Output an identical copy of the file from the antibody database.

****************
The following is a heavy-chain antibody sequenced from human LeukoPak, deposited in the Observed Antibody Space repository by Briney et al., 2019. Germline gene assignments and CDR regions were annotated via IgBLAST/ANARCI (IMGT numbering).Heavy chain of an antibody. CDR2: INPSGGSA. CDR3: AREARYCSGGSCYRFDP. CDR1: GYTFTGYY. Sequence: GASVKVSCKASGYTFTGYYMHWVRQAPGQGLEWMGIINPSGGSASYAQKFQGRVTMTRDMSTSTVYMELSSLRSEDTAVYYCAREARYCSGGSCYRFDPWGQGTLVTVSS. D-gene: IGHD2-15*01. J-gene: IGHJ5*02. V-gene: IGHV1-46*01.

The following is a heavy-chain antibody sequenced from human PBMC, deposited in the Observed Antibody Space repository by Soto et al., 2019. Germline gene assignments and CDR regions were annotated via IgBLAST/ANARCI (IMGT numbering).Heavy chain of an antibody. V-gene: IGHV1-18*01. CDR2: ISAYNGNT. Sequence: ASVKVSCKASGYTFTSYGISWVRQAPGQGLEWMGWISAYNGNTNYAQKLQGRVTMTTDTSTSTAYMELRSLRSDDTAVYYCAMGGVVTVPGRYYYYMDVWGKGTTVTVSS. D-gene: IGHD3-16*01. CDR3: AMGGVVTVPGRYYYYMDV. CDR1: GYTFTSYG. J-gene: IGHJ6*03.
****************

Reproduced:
The following is a heavy-chain antibody sequenced from human LeukoPak, deposited in the Observed Antibody Space repository by Briney et al., 2019. Germline gene assignments and CDR regions were annotated via IgBLAST/ANARCI (IMGT numbering).Heavy chain of an antibody. CDR2: INPSGGSA. CDR3: AREARYCSGGSCYRFDP. CDR1: GYTFTGYY. Sequence: GASVKVSCKASGYTFTGYYMHWVRQAPGQGLEWMGIINPSGGSASYAQKFQGRVTMTRDMSTSTVYMELSSLRSEDTAVYYCAREARYCSGGSCYRFDPWGQGTLVTVSS. D-gene: IGHD2-15*01. J-gene: IGHJ5*02. V-gene: IGHV1-46*01.

The following is a heavy-chain antibody sequenced from human PBMC, deposited in the Observed Antibody Space repository by Soto et al., 2019. Germline gene assignments and CDR regions were annotated via IgBLAST/ANARCI (IMGT numbering).Heavy chain of an antibody. V-gene: IGHV1-18*01. CDR2: ISAYNGNT. Sequence: ASVKVSCKASGYTFTSYGISWVRQAPGQGLEWMGWISAYNGNTNYAQKLQGRVTMTTDTSTSTAYMELRSLRSDDTAVYYCAMGGVVTVPGRYYYYMDVWGKGTTVTVSS. D-gene: IGHD3-16*01. CDR3: AMGGVVTVPGRYYYYMDV. CDR1: GYTFTSYG. J-gene: IGHJ6*03.